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S&T Hong Kong Seafood

Gimme Sum

As you make your way toward the outer avenues of the Sunset, trees become scarce and houses become squat and drab, as if pushed down by the low grey sky. But there are bright spots: the beach, Fort Funston, and S&T Hong Kong Seafood’s dim sum.

The dining room at S&T Hong Kong Seafood, which appears to be two conjoined storefronts, is plain -- no imperial flourishes -- but the space is orderly and clean, with large windows and fish tanks squirming with fish and lobsters. The air crackles with Cantonese.

Although there are several menus, including a glossy banquet menu, let’s focus on dim sum. The dining room is too tight for dim sum carts, so diners order by checking items off a carbon-paper menu. Occasionally a waiter will pass by carrying a tray and shouting the name of its contents in Cantonese. Some menu items lack English translation; on a good day, your waiter will patiently translate them. There’s rumored to be a fully translated English menu, but we’ve never seen it.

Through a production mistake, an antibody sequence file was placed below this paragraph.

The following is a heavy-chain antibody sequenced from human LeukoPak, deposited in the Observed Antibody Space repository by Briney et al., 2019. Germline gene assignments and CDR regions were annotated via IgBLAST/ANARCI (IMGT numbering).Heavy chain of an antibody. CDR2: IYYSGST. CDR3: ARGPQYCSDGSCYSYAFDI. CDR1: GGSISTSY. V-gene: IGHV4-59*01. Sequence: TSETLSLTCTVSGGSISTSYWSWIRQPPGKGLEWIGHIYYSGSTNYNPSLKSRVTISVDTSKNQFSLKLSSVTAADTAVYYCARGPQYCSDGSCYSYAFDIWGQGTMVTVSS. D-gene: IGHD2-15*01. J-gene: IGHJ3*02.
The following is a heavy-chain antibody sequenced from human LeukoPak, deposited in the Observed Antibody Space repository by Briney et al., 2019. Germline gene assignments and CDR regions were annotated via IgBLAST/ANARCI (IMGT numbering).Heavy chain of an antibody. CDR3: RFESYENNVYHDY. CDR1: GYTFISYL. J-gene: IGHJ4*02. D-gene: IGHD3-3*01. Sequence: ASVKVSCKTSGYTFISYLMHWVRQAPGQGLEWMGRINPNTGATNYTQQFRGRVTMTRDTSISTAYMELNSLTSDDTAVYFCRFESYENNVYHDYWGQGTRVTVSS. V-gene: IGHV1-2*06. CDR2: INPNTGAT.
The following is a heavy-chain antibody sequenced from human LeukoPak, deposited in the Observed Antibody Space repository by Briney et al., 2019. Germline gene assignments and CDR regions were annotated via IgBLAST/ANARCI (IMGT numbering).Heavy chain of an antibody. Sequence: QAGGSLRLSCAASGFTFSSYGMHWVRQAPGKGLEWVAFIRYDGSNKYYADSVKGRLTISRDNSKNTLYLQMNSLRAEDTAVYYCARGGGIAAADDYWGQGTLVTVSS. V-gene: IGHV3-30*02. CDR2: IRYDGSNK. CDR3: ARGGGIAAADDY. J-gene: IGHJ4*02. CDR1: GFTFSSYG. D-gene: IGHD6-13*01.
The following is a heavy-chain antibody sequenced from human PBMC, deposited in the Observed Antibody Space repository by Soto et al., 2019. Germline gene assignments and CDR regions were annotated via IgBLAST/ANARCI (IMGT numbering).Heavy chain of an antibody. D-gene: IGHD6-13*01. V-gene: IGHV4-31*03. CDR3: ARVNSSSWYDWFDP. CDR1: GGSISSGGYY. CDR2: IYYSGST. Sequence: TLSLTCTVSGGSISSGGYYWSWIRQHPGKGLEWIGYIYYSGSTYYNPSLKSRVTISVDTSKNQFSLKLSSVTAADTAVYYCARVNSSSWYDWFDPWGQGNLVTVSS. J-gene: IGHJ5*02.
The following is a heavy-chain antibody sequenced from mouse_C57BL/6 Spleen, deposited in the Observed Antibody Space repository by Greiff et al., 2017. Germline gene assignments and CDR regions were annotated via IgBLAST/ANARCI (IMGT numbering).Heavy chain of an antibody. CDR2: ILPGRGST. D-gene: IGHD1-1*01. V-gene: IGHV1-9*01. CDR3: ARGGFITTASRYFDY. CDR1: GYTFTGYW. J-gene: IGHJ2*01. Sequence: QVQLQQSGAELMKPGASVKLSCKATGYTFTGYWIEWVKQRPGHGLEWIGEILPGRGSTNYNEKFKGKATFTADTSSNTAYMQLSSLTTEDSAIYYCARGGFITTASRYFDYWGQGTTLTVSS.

Noodle rolls -- crepe-like sheets of rice noodle rolled around your choice of filling -- are only $3.90 per order, and they rival any in the city. Even the doughnut noodle roll, which we ordered just because everyone else seemed to be, was an oddly awesome combination of sweet, salty, chewy and crispy.

At S&T, the mainstays of San Francisco dim sum -- shrimp har gow and siu mai -- are traditionally crafted and delicious, with thin, nicely cooked wrappers. The pork in the pork bun ($2.30 for three) was overly candied, but at those prices, we took another round anyway.

On one visit, the shrimp, which pop up everywhere here, were plump and perfect. On another, they bounced back to the bite and were drained of flavor. For dessert, the “Portugal Style” egg custard ($3.90 for three) is a glossy, bite-sized pleasure.

Those with foresight can avoid long waits by making reservations. Otherwise be ready to stand around waiting, or take advantage of the take-out window.

Overall, the food here meets, and sometimes surpasses, that of upscale rivals Ton Kiang and Yank Sing. And at about $15 per person, the prices are miraculous.

Sunset
Chinese
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Reservations Essential? No.